Adhesive Games/Meteor Entertainment
Score: 3.5 (out of 5)
There's something about watching giant robots beating and shooting the crap out of each other that holds a special place in our collective pop-culture consciousness. Did it begin with the Transformers in the '80s? The Godzilla movies from the '70s? Or did penny dreadfuls in Victorian England spin tales of Ye Giant Clockworke Automatons Engaged in Mortale Fisticuffs?
With director Guillermo del Toro's Pacific Rim landing in theatres this summer, fans of cinematic mechs will be soon be well served. Gamers, meanwhile, can get their robo-rasslin' on with Hawken, a free-to-play game of post-apocalyptic mechanized mayhem.
Hawken takes place on a far-flung, far-future planet that's been largely stripped of its resources and apparently abandoned by much of its population. (That, or they hide indoors as mechs tear a swath of destruction through the streets. Can't say I'd blame them.)
Players strap into the virtual cockpit of a heavily armed bipedal mech and engage in the time-worn tradition of shooting the crap out of other mechs in online-only free-for-alls, team deathmatches and a couple of novel objective-based game modes.
While Hawken is officially still in pre-release beta (and free to download from playhawken.com), it already lets players fork over real-world cash to buy in-game perks. If people are paying for a product, beta or no, it's fair game for a review in its current form, with the understanding changes and improvements may happen over time.
Ah, "free" to play. No matter how much we might resist and protest, these types of games aren't going away any time soon. And some of the very good stuff in Hawken is undone by this piecemeal pay-as-you-go approach.
Visually, Hawken is an absolute stunner. More than once I ended up eating a hail of enemy cannon fire and missiles because I was too busy gaping at the intricate detail of the game world, sort of a blend of Borderlands and Blade Runner. The first-person cockpit perspective is equally immersive, with its array of instruments and grit-smeared windshield.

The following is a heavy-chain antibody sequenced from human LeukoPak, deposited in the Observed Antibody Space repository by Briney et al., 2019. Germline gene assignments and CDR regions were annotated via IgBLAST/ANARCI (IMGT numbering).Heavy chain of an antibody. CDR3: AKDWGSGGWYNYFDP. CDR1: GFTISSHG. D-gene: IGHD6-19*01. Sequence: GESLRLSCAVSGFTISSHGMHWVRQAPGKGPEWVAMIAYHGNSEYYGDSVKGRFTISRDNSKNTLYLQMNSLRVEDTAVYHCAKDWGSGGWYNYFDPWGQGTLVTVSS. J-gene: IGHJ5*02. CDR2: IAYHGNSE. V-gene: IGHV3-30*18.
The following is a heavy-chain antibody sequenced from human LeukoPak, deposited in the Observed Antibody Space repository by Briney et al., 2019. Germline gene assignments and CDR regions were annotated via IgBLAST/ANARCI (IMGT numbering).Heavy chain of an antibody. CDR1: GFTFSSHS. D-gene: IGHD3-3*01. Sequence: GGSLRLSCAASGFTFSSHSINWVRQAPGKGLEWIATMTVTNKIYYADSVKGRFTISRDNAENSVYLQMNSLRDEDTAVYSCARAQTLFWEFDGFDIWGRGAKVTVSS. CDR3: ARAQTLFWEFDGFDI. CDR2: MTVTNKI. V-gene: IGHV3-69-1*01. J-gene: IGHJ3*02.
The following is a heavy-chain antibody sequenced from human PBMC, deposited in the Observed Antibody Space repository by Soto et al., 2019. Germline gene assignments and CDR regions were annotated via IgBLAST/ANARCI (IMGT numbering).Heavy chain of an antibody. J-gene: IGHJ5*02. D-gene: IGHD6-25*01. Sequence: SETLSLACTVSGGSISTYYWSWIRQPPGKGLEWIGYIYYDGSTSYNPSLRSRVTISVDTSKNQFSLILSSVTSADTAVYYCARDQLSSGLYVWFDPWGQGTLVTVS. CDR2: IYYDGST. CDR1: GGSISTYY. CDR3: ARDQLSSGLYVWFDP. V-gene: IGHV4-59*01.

Hawken's mechs aren't like their larger and more unwieldy MechWarrior cousins; these are relatively nimble machines with the ability to sidestep and sprint (with rocket-assisted boosters, of course) as well as jump and hover. The game strikes a nice balance between twitch and tactics, and it's simply lots of fun to play.
But Hawken loses its lustre when it opens fire on players' wallets. The game is free to get into, but earning enough in-game currency to upgrade mechs' weapons, armour and abilities takes forever. This, along with the oddly lopsided online matchmaking, seems designed to steer players into shelling out cash for in-game credits to quickly upgrade their mechs to a competitive level. It might be only a few bucks here and there, but dang, I would much rather play an upfront price and get access to everything, rather than die the death of a thousand cuts. Too often, free to play simply means pay to win.
If you're a fan of battling bots, Hawken is definitely worth checking out, and you should certainly have some free, fleeting fun with it right off the bat. But as the game lumbers towards an official release, I really hope they dial down the mechanized money magnets.